It can be seen from Figure 7 that the radial stiffness curve and the axial stiffness curve are in good agreement with the experimental data. The maximum error is 7.10% and 4.75%, respectively. The torsional stiffness curve is slightly larger than the experimental data, and the maximum error is 19.40%. The reason for the errors is mainly that the vulcanization viscosity effect between the steel rings and rubber is neglected in order to reduce simulation difficulty. Conclusively, the new model can be applied to the static stiffness analysis of rubber bushing and is reliable to reflect the mechanical behavior of bushing.
(a)
(b)
(c)
6. Conclusion
In this paper, a hyperelastic model for an isotropic and incompressible rubberlike materials is proposed based on the Seth strain tensor invariants. The new model is a function of the invariants of the right CauchyGreen deformation tensor, satisfying the ValanisLandel hypothesis. In order to investigate the prediction ability and applicability, the Yeoh model and the Carroll model which are based on invariants are selected as comparison objects, and the test data of 8% vulcanized rubber and two different types of carbon black filled rubber are used for parameters identification. The new model has a better prediction ability for different rubber materials than the Yeoh model and the Carroll model. The reason may be that the new model contains highorder terms of invariants I_{1} and I_{2}, while the Yeoh model does not contain the terms of I_{2} and the Carroll model does not contain the highorder terms of I_{2}. In addition, one advantage of the new model is that the satisfactory parameters can be identified by using uniaxial tension and equibiaxial tension data simultaneously.
Furthermore, the finite element simulation and experiment for the static stiffness of rubber bushing are studied based on the new model. The maximum error of radial stiffness, axial stiffness, and torsional stiffness is 7.10%, 4.75%, and 19.40%, respectively. The efficiency of the new model in finite element simulations is verified. The new model can be applied to the static stiffness analysis of rubber bushing and is reliable to reflect the mechanical behavior of bushing.
Data Availability
The data used to support the findings of this study are available from the corresponding author upon request.
Conflicts of Interest
The authors declare that they have no conflicts of interest.
Acknowledgments
The present work was funded by the National Natural Science Foundation of China (61471385).
References
 R. Rugsaj and C. Suvanjumrat, “Finite element analysis of hyperelastic material model for nonpneumatic tire,” Key Engineering Materials, vol. 775, pp. 554–559, 2018. View at: Publisher Site  Google Scholar
 C. Cheng, S. Li, Y. Wang, and X. Jiang, “Force and displacement transmissibility of a quasizero stiffness vibration isolator with geometric nonlinear damping,” Nonlinear Dynamics, vol. 87, no. 4, pp. 2267–2279, 2017. View at: Publisher Site  Google Scholar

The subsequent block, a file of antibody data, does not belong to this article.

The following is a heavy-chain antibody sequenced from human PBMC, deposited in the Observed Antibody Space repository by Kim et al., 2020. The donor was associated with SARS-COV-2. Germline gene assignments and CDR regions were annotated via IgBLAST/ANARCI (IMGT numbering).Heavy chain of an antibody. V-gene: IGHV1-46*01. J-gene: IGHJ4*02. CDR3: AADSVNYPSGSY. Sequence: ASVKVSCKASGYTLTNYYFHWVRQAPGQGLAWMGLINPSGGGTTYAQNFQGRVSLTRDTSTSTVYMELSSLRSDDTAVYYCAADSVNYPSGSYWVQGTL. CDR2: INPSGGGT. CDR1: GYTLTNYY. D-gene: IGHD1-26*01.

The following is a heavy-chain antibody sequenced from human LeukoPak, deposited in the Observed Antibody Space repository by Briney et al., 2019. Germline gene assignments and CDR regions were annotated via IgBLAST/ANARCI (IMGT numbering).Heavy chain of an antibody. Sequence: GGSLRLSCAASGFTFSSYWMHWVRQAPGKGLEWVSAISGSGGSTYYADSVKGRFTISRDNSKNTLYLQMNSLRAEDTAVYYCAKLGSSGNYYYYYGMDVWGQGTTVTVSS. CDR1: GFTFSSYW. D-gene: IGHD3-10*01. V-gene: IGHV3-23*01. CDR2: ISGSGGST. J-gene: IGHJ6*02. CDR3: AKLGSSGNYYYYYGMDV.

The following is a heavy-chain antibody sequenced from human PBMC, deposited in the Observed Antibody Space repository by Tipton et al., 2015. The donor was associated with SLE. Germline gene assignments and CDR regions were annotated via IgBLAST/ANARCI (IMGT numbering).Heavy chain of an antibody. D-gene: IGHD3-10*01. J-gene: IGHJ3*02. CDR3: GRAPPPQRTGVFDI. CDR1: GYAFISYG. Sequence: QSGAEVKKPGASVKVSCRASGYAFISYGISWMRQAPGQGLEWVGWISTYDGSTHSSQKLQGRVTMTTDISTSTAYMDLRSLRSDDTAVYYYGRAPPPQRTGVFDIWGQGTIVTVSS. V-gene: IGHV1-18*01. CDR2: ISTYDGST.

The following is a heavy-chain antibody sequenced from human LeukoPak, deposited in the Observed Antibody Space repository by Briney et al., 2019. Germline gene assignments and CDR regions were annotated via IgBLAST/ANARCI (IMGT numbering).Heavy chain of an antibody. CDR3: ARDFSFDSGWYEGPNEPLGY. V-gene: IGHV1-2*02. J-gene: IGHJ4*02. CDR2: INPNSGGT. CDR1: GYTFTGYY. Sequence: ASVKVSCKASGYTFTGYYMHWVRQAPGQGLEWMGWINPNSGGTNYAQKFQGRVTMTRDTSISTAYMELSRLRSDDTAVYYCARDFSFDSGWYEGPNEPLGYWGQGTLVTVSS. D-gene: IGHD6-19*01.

L. P. Li, “Experiment analysis about mechanical properties of rubber bushing for suspension telescopic shock absorber,” Applied Mechanics and Materials, vol. 670671, pp. 1008–1011, 2014. View at: Publisher Site  Google Scholar
 P. Steinmann, M. Hossain, and G. Possart, “Hyperelastic models for rubberlike materials: Consistent tangent operators and suitability for Treloar's data,” Archive of Applied Mechanics, vol. 82, no. 9, pp. 1183–1217, 2012. View at: Publisher Site  Google Scholar
 M. Hossain and P. Steinmann, “More hyperelastic models for rubberlike materials: consistent tangent operators and comparative study,” Journal of the Mechanical Behavior of Materials, vol. 22, no. 12, pp. 27–50, 2013. View at: Publisher Site  Google Scholar
 M. Hossain, “Modelling the curing process in particlefilled electroactive polymers with a dispersion anisotropy,” Continuum Mechanics and Thermodynamics, 2019. View at: Publisher Site  Google Scholar
 K. Yaya and H. Bechir, “A new hyperelastic model for predicting multiaxial behaviour of rubberlike materials: formulation and computational aspects,” Mechanics of TimeDependent Materials, vol. 22, no. 2, pp. 167–186, 2018. View at: Publisher Site  Google Scholar
 J. Crespo, M. Latorre, and F. Montáns, “WYPIWYG hyperelasticity for isotropic, compressible materials,” Computational Mechanics, vol. 59, no. 1, pp. 73–92, 2017. View at: Publisher Site  Google Scholar  MathSciNet
 V. N. Khiêm and M. Itskov, “Analytical networkaveraging of the tube model: rubber elasticity,” Journal of the Mechanics and Physics of Solids, vol. 95, pp. 254–269, 2016. View at: Publisher Site  Google Scholar
 F. Zhao, “Continuum constitutive modeling for isotropic hyperelastic materials,” Advances in Pure Mathematics, vol. 06, no. 09, pp. 571–582, 2016. View at: Publisher Site  Google Scholar
 A. Nguessong Nkenfack, T. Beda, Z.Q. Feng, and F. Peyraut, “HIA: a hybrid integral approach to model incompressible isotropic hyperelastic materials  part 1: theory,” International Journal of NonLinear Mechanics, vol. 84, pp. 1–11, 2016. View at: Publisher Site  Google Scholar